The Sony graphics are particularly stunning, and Gordon believes PlayStation bests its rivals at 3-D and video playback, making it a strong machine for interactive movies and action simulations. But the merits of systems, which are fairly close technically, matter less than the breadth of their roster of titles. Sony, new to the business, has 15 games out now but expects 50 titles to be available by the holiday season, with Mortal Kombat 3 and PGA Tour Golf '96 from Electronic Arts among them.

SIDEWAYS EDGE. At present, Sega says there are 22 Saturn games on the market, with a total of 75 to 80 titles expected around Christmas, including Panzer Dragoon and a version of the PC hit Myst by Sunsoft. Sega also has a strong stable of coin-operated arcade games. Virtua Fighter--the kids' favorite in our test--began life in Japanese arcades. Sega also has its own menagerie of popular licensed characters, such as Sonic the Hedgehog, to draw on. Presently, Saturn may be a little better than the others at games in which the action scrolls sideways across the screen. And titles with even better graphics are likely on the way as software companies get used to working with Saturn's complicated innards.

Thanks to its head start, 3DO says it has 220 titles now with an additional 30 due out by yearend, including a futuristic tank battle for kids 12 and above called BattleSport and an action-packed flight-simulator game known as BladeForce, which may not be appropriate for those under 17. But some players have found 3DO's sports-game lineup underwhelming. On the hardware side, 3DO is planning to upgrade its system next year with a 64-bit PowerPC chip technology dubbed M2. 3DO might also sell special circuit boards to PC companies so that its games will run on home computers.

Meanwhile, the basic Jaguar system handles cartridges rather than compact disks. Atari says Jaguar is already a 64-bit machine. But besides the processor chip, game machines rely on additional graphics chips, memory, and other technical tricks. And 64-bit or not, our young evaluators rated Jaguar a poor fourth behind the other game systems. Atari recently unveiled a long-anticipated $149 add-on unit that snaps over the existing cartridge system and plays Jaguar CD games. But the device Atari supplied to BUSINESS WEEK failed to work properly. Moreover, sales of Jaguar have been stymied by Atari's spotty marketing history, and many major third-party software companies have been reluctant to develop games for the system. Among those that do: Time Warner Interactive, UBI Soft, and U.S. Gold. Still, Jaguar says it has 30 available now, with 30 more (half on CD) due out by Christmas.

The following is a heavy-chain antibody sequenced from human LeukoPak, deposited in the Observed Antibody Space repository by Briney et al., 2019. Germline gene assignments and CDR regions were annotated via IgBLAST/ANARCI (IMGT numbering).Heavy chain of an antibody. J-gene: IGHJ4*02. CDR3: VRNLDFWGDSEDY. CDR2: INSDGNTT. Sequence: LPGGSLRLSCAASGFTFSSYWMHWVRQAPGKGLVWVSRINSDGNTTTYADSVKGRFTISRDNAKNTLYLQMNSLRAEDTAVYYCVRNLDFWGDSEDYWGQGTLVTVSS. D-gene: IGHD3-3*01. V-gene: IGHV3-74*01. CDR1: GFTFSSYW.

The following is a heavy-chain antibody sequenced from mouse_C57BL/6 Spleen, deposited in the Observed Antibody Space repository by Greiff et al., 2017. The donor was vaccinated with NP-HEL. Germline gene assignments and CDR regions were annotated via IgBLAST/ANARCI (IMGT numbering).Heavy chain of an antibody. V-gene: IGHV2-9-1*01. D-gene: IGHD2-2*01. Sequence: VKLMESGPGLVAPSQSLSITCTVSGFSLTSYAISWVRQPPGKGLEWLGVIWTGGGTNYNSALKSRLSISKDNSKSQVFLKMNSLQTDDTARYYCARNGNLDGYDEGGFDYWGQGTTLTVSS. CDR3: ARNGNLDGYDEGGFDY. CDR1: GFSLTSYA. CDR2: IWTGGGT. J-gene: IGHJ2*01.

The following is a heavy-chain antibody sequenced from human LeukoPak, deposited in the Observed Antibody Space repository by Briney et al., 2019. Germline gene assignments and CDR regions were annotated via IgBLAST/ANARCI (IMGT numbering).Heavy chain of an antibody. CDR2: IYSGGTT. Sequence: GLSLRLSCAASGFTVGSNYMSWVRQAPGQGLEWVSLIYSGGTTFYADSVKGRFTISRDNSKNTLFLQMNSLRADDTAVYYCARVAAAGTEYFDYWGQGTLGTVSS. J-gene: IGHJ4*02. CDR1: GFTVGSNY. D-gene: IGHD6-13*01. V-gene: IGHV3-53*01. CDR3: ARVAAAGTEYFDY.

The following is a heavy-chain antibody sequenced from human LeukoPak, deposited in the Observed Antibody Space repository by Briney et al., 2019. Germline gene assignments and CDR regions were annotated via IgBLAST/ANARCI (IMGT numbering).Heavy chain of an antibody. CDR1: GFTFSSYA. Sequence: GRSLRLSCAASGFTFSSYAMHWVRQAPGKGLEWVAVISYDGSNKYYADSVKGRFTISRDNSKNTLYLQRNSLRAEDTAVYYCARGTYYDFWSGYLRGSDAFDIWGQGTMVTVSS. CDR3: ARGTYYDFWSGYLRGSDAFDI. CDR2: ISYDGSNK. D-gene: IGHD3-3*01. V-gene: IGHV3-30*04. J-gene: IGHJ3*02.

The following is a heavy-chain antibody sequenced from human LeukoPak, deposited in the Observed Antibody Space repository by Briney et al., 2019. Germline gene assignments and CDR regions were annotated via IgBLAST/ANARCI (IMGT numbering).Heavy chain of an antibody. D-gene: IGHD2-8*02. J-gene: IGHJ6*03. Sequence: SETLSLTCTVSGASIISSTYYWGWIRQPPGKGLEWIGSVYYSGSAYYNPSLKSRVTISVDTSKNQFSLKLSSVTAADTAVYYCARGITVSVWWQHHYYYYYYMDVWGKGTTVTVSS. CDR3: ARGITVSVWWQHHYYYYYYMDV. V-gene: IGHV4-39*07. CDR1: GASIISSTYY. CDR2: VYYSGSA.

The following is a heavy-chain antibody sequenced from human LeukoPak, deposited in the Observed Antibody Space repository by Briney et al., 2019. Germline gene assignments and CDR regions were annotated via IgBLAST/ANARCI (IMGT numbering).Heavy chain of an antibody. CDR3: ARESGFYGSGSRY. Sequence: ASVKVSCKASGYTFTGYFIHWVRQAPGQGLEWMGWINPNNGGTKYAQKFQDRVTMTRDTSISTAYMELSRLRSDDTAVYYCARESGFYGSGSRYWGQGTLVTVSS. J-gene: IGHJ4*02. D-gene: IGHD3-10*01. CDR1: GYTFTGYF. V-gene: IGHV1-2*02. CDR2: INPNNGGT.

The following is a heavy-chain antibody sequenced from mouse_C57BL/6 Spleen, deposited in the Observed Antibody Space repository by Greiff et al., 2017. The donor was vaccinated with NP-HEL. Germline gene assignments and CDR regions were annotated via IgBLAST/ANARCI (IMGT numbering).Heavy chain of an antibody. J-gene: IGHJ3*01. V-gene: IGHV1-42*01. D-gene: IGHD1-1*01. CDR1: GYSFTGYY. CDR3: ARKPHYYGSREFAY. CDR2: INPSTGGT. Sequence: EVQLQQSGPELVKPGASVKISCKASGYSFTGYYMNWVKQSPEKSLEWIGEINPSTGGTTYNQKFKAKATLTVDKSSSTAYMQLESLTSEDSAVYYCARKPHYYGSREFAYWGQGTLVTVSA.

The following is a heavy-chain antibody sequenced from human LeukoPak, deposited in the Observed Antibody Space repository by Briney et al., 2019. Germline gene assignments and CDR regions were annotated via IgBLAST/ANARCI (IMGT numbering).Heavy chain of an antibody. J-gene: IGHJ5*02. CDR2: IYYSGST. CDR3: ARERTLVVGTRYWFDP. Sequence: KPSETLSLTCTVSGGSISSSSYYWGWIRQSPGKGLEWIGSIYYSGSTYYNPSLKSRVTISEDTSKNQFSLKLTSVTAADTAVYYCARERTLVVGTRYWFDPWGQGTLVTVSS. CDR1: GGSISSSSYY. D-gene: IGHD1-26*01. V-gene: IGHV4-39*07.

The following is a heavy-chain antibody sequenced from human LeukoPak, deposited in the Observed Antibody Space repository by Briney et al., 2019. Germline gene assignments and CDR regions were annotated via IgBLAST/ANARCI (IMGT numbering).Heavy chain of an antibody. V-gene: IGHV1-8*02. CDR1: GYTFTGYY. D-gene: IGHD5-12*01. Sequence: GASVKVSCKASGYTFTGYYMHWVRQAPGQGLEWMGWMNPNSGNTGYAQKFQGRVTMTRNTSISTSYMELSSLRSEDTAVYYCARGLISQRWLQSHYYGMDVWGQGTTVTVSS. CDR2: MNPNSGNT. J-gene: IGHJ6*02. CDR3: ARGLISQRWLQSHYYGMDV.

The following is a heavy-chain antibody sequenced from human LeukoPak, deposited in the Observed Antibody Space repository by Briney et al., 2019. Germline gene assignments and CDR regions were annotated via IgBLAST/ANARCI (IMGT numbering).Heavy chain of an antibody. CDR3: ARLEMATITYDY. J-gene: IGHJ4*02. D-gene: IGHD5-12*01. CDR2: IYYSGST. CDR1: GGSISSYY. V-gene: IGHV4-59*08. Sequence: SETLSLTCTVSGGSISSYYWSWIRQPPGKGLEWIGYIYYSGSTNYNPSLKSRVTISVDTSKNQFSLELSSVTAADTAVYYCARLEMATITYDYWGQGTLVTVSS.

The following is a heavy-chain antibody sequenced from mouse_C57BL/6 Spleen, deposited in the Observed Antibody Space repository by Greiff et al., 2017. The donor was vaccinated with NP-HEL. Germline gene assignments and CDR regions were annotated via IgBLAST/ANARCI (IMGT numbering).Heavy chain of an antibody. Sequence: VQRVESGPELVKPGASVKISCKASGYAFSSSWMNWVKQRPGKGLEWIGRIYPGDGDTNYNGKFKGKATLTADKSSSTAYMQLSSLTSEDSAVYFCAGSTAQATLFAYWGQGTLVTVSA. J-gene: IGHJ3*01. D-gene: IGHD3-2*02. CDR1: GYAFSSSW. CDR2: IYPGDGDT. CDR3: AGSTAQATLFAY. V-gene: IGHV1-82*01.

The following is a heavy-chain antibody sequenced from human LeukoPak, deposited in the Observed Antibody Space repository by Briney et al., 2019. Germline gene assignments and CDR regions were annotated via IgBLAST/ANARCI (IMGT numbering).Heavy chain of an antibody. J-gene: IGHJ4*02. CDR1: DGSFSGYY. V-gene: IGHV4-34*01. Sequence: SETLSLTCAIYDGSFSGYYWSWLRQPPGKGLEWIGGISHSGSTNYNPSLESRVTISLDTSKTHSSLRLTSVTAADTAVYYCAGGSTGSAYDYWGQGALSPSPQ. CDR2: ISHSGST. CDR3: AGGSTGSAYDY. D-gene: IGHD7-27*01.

To get the most out of any new system, it's worth spending $25 to $35 for an extra controller. All the machines are packaged with just a single controller, but most games are more fun when you get a chance to compete against family members or friends rather than just computer-controlled characters.

POWER PUNCHES. Players would also be wise to consult--even study--the manuals that come with the titles. The eight onscreen combatants in Virtua Fighter, for example, deliver special high-powered punch and kick moves when certain combinations of buttons are pressed on the controller.

By plunging into most games without heeding such advice, I failed miserably against human and electronic competition. Playing as Boston against Dallas in the fun Slam N Jam basketball game from Crystal Dynamics on 3DO, my squad was creamed 49 to 15, just in the first quarter. I didn't fare much better as a race-car driver in Daytona USA on Sega Saturn, placing 40th out of 40 cars, twice, even with help from a $69 steering-wheel accessory called Arcade Racer. And while racing through the virtual streets of San Francisco in ESPN Extreme Games on the Sony PlayStation, my inline skating dude-self kept colliding into mailboxes, poles, and cable cars. Oh, well--it's only a game, and I lived to tell the tale.Edward Baig